Here’s why businesses should avoid SMS authentication

Here’s why businesses should avoid SMS authentication

Multifactor authentication (MFA) is a powerful solution to protect your user accounts from cyberattacks. MFA adds one or more authentication requirements aside from a password, such as a one-time passcode (OTP), facial or fingerprint scan, app notification, or physical key. This way, even if a cybercriminal acquires one set of login credentials, they won’t be able to access the account without providing the other authentication factors.

The risks of SMS authentication

A commonly used authentication factor today is SMS authentication. This requires users to verify their identity by entering a one-time code sent via text message to their mobile number. While convenient, SMS authentication is not secure due to the following reasons:

1. Lack of encryption

SMS messages are not encrypted in any way, which means hackers can possibly see their contents. SMS-based one-time codes can also be easily stolen using common phishing tools.

2. SMS spoofing

In SMS spoofing, cybercriminals send text messages appearing to be from a reputable source by replacing their mobile number with alphanumeric text, such as a bank’s name. With that spoofed number, the cybercriminal can disguise themselves as an employee of that bank and ask their victim to provide an OTP to verify the latter’s identity.

Next, they will send an MFA request while trying to access the victim’s online bank account. If the victim provides the OTP, the criminal will be able to infiltrate the victim’s account and steal personal data.

3. SIM swapping

In a SIM swapping scheme, threat actors call a mobile carrier and pretend to be a subscriber who has lost or damaged their SIM card. They then ask the carrier to transfer a victim’s mobile number to a SIM card in their possession, effectively granting them access to OTPs and password reset links.

SIM swapping is one of the most effective ways to bypass SMS authentication. In fact, in April 2019, cybercriminals used this method to gain control of former Twitter CEO Jack Dorsey’s Twitter account and post offensive content. Weeks later, food writer and campaigner Jack Monroe’s phone was also hijacked, causing him to lose $6,772.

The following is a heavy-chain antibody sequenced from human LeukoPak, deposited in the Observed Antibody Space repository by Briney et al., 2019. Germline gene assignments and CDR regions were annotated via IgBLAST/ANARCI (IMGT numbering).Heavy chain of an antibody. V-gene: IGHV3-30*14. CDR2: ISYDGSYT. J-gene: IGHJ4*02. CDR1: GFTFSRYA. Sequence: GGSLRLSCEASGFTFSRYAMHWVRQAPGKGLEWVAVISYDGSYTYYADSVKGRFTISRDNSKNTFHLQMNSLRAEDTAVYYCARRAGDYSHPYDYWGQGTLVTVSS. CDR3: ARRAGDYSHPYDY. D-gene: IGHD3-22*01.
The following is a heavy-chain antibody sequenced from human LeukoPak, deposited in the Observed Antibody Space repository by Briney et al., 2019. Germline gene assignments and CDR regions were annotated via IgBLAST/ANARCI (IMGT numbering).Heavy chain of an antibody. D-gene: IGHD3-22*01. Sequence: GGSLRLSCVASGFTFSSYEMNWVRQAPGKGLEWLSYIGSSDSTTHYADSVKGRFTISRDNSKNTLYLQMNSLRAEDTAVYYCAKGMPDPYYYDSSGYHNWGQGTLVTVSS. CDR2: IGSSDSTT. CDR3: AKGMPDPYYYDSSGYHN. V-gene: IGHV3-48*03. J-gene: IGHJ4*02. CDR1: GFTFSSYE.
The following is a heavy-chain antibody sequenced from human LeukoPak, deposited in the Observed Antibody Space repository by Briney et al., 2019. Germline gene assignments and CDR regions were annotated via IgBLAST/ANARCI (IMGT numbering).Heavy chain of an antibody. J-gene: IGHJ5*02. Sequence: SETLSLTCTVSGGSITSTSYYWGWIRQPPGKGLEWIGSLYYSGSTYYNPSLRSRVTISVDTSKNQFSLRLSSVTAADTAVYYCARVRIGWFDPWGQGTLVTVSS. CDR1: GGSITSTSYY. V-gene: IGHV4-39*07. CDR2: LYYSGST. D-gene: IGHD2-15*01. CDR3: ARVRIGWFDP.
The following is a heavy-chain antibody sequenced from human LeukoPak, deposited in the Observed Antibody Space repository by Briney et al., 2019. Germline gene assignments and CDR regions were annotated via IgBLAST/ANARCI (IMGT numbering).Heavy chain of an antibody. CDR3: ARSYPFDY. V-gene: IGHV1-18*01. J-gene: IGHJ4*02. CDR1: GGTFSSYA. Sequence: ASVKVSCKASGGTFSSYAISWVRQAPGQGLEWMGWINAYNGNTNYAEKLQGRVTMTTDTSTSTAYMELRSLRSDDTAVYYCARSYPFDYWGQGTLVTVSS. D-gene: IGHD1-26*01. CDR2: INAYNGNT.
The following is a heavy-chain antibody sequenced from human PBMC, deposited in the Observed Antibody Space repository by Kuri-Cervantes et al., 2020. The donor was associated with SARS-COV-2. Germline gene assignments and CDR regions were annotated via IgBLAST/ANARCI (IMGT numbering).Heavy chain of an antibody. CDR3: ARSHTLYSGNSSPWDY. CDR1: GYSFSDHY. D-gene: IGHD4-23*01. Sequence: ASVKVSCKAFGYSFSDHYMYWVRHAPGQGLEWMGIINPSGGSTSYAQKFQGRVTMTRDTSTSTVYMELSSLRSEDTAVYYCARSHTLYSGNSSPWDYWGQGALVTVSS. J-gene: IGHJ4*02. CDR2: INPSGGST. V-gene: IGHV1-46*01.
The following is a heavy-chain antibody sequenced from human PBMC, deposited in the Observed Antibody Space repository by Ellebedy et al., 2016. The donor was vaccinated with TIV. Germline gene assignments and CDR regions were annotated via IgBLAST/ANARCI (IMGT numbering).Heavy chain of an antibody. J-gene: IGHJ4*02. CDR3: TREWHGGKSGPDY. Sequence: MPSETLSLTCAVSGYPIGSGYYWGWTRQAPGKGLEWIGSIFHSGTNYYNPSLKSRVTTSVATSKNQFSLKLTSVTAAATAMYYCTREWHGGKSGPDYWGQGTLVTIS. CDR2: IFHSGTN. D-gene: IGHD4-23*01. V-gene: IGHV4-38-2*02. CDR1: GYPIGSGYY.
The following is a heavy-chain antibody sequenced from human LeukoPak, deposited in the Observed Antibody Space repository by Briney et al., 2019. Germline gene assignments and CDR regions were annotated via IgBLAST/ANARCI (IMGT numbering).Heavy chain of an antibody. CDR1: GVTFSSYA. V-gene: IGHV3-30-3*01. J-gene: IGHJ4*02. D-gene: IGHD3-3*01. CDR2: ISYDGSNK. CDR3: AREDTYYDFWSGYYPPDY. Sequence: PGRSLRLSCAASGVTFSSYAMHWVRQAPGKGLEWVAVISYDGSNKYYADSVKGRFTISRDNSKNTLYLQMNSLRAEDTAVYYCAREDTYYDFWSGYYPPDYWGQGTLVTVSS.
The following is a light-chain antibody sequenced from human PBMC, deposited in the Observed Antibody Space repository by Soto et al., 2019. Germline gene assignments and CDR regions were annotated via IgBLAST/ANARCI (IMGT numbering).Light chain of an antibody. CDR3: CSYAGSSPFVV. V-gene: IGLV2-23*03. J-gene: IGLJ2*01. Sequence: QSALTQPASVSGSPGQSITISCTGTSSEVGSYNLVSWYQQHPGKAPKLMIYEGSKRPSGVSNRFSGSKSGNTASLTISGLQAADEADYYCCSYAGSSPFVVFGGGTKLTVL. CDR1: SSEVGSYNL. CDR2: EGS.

Which authentication factors should you use instead?

To protect your business, it’s important to use more secure MFA methods such as these:

1. Hardware authentication

These are security solutions that use physical devices to verify a user’s identity. Some examples include:

  • USB security keys: These are devices that are plugged into a computer to verify a user’s identity.
  • Fingerprint recognition: Fingerprint scanners work by capturing the patterns of valleys and ridges on a user’s finger and comparing it to a list of known fingerprints. If a match is found, the user gains access to an account.
  • Facial recognition: Facial recognition technology uses algorithms to record facial features from a video or image. It then compares the data with a list of registered faces to find a match and authenticate a user’s identity.

2. Software authentication

Software authentication verifies the identity of users using codes generated on apps like Microsoft Authenticator and Google Authenticator. This method does not rely on a mobile network or internet connection, making it a more secure authentication solution than SMS authentication.

3. IP authentication

IP-based authentication allows organizations to allow only login attempts from trusted IP addresses and block potentially malicious ones. It can be used with other authentication factors to improve account security. For example, if a login attempt is detected in an unknown or untrusted location, the system can ask the user to provide an OTP or a fingerprint scan before they are granted access.

As cyberattacks become more dangerous and prevalent today, you need the best security solutions for your Baltimore, Annapolis, or Towson business. NetQuest provides round-the-clock device and system monitoring to keep your accounts protected from cybercriminals. Request a FREE IT assessment today.


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